Random Performance – Iometer (IOPS/latency), YAPT (random)

We are trying something different here. Folks tend to not like to click through pages and pages of benchmarks, so I'm going to weed out those that show little to no delta across different units (PCMark). I'm also going to group results performance trait tested. Here are the random access results:


Iometer is an I/O subsystem measurement and characterization tool for single and clustered systems. It was originally developed by the Intel Corporation and announced at the Intel Developers Forum (IDF) on February 17, 1998 – since then it got wide spread within the industry. Intel later discontinued work on Iometer and passed it onto the Open Source Development Lab (OSDL). In November 2001, code was dropped on SourceForge.net. Since the relaunch in February 2003, the project is driven by an international group of individuals who are continuesly improving, porting and extend the product.

Iometer – IOPS

The cap at ~200k in this test is actually a limit of our Iometer configuration (pegging a CPU core). Back when we tested the SSD 750, I figured that would be the only SSD to reach that limit on a single IOPS-driving thread. I was mistaken. While it doesn't beat the SSD 750 at any single metric, the NVMe SM951 is certainly nipping at the 750's heels. Another interesting point of note was that the AHCI SM951 actually beat out its NVMe counterpart in a few tests at very low queue depths. This may have been partially due to there being more flash dies available (the AHCI part was 2x the capacity), combined with a higher write speed rating on the AHCI part. Our Web Server test is pure reads, and we see both variants track more as we might expect (NVMe > AHCI). This is more apparent and clearly visible in the latency results below.

Iometer – Average Transaction Time

For SSD reviews, HDD results are removed here as they throw the scale too far to tell any meaningful difference in the results. Queue depth has been reduced to 8 to further clarify the results (especially as typical consumer workloads rarely exceed QD=8). Some notes for interpreting results:

  • Times measured at QD=1 can double as a value of seek time (in HDD terms, that is).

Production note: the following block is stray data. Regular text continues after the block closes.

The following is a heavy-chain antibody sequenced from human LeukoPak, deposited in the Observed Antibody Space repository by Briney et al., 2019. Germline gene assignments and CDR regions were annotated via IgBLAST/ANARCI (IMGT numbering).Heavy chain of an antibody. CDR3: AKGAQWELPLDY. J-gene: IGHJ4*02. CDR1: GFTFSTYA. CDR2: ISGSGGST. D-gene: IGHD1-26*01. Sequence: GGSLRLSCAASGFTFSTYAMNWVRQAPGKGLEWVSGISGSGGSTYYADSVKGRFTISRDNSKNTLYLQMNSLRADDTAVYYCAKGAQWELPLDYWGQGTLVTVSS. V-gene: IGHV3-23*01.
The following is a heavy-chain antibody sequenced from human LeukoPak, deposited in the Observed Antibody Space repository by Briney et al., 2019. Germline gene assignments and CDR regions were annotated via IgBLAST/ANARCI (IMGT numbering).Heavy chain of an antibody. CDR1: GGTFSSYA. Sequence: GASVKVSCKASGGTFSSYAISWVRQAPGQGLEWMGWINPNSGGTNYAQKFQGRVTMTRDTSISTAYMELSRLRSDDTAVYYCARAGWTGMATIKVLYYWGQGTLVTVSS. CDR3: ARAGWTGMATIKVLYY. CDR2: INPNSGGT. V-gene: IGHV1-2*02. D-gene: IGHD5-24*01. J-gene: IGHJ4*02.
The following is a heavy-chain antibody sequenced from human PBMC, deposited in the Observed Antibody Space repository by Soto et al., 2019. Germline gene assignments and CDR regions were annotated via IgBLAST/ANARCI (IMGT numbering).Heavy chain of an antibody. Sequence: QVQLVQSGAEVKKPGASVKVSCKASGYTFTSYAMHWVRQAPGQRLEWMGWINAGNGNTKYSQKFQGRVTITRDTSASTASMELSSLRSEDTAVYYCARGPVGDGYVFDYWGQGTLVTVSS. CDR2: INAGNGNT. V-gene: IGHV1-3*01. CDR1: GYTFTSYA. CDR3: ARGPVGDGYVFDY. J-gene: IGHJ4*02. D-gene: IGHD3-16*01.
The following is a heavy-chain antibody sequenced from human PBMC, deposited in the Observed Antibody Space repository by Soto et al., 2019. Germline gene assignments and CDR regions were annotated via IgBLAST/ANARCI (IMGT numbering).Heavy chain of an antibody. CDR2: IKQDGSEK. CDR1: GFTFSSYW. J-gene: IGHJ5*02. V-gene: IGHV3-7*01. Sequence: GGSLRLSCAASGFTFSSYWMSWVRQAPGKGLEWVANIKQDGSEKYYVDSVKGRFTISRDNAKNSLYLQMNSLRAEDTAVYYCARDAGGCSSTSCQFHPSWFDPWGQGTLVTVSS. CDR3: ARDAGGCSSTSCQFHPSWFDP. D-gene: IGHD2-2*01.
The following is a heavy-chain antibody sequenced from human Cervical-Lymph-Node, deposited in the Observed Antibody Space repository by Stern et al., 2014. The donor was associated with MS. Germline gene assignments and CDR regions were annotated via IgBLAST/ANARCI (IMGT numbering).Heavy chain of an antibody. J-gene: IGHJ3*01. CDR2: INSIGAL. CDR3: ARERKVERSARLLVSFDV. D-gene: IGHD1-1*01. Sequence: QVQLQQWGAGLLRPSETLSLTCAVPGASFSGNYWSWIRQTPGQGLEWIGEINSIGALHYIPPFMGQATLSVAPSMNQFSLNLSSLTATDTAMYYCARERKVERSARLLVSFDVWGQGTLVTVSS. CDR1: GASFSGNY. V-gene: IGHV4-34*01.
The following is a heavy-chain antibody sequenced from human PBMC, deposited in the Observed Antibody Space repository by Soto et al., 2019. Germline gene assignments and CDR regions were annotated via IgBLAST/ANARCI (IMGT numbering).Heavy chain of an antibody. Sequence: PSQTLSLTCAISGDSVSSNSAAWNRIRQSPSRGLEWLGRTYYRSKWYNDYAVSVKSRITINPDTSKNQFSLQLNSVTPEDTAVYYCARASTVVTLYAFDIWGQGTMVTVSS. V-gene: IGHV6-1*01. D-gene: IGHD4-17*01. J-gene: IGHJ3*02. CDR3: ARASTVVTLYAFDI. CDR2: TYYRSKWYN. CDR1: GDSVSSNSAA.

• A 'flatter' line means that drive will scale better and ramp up its IOPS when hit with multiple requests simultaneously, especially if that line falls lower than competing units.

Some great low latencies seen here. Not as low as the SSD 750, but still great for such a small form factor product.

YAPT (random)

YAPT (yet another performance test) is a benchmark recommended by a pair of drive manufacturers and was incredibly difficult to locate as it hasn't been updated or used in quite some time.  That doesn't make it irrelevant by any means though, as the benchmark is quite useful.  It creates a test file of about 100 MB in size and runs both random and sequential read and write tests with it while changing the data I/O size in the process.  The misaligned nature of this test exposes the read-modify-write performance of SSDs and Advanced Format HDDs.

This test has no regard for 4k alignment, and it brings many SSDs to their knees rather quickly. The SSD 750 is heavily optimized for 4k aligned writes, which explains those inconsistent results. The SM951's don't seem to care in the least about that little issue, and turn in results that are more in line with their maximum sequential write ratings. Note that the NVMe SM951 is rated at a lower write speed than the AHCI version.

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